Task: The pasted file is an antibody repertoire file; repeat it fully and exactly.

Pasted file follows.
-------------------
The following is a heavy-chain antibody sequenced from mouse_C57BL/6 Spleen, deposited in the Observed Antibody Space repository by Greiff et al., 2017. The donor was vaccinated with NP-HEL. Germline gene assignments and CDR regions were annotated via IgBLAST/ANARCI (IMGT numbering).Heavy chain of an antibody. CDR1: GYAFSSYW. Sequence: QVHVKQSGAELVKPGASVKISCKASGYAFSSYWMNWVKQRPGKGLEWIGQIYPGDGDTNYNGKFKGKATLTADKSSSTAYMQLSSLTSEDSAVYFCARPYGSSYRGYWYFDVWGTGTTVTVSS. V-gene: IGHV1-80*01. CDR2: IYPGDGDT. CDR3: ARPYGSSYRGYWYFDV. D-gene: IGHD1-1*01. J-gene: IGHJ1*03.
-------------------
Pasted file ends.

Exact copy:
The following is a heavy-chain antibody sequenced from mouse_C57BL/6 Spleen, deposited in the Observed Antibody Space repository by Greiff et al., 2017. The donor was vaccinated with NP-HEL. Germline gene assignments and CDR regions were annotated via IgBLAST/ANARCI (IMGT numbering).Heavy chain of an antibody. CDR1: GYAFSSYW. Sequence: QVHVKQSGAELVKPGASVKISCKASGYAFSSYWMNWVKQRPGKGLEWIGQIYPGDGDTNYNGKFKGKATLTADKSSSTAYMQLSSLTSEDSAVYFCARPYGSSYRGYWYFDVWGTGTTVTVSS. V-gene: IGHV1-80*01. CDR2: IYPGDGDT. CDR3: ARPYGSSYRGYWYFDV. D-gene: IGHD1-1*01. J-gene: IGHJ1*03.